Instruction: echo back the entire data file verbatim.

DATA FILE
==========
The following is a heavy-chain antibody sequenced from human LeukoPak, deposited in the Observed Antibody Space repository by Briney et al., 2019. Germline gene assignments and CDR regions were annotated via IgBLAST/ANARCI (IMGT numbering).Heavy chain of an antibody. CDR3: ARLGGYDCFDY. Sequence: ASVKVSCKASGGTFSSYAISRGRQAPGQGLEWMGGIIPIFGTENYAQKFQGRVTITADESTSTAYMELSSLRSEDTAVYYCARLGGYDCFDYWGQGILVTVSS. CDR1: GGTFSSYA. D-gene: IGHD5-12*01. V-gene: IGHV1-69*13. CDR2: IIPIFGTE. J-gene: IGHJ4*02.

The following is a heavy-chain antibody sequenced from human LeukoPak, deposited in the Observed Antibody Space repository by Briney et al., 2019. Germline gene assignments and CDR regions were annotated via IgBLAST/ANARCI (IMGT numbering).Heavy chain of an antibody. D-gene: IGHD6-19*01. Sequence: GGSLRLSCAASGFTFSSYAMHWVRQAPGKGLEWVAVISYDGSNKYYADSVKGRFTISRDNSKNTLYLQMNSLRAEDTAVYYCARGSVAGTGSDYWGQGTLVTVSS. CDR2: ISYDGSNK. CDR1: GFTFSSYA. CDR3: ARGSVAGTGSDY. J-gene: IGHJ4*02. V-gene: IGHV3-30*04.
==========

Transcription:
The following is a heavy-chain antibody sequenced from human LeukoPak, deposited in the Observed Antibody Space repository by Briney et al., 2019. Germline gene assignments and CDR regions were annotated via IgBLAST/ANARCI (IMGT numbering).Heavy chain of an antibody. CDR3: ARLGGYDCFDY. Sequence: ASVKVSCKASGGTFSSYAISRGRQAPGQGLEWMGGIIPIFGTENYAQKFQGRVTITADESTSTAYMELSSLRSEDTAVYYCARLGGYDCFDYWGQGILVTVSS. CDR1: GGTFSSYA. D-gene: IGHD5-12*01. V-gene: IGHV1-69*13. CDR2: IIPIFGTE. J-gene: IGHJ4*02.

The following is a heavy-chain antibody sequenced from human LeukoPak, deposited in the Observed Antibody Space repository by Briney et al., 2019. Germline gene assignments and CDR regions were annotated via IgBLAST/ANARCI (IMGT numbering).Heavy chain of an antibody. D-gene: IGHD6-19*01. Sequence: GGSLRLSCAASGFTFSSYAMHWVRQAPGKGLEWVAVISYDGSNKYYADSVKGRFTISRDNSKNTLYLQMNSLRAEDTAVYYCARGSVAGTGSDYWGQGTLVTVSS. CDR2: ISYDGSNK. CDR1: GFTFSSYA. CDR3: ARGSVAGTGSDY. J-gene: IGHJ4*02. V-gene: IGHV3-30*04.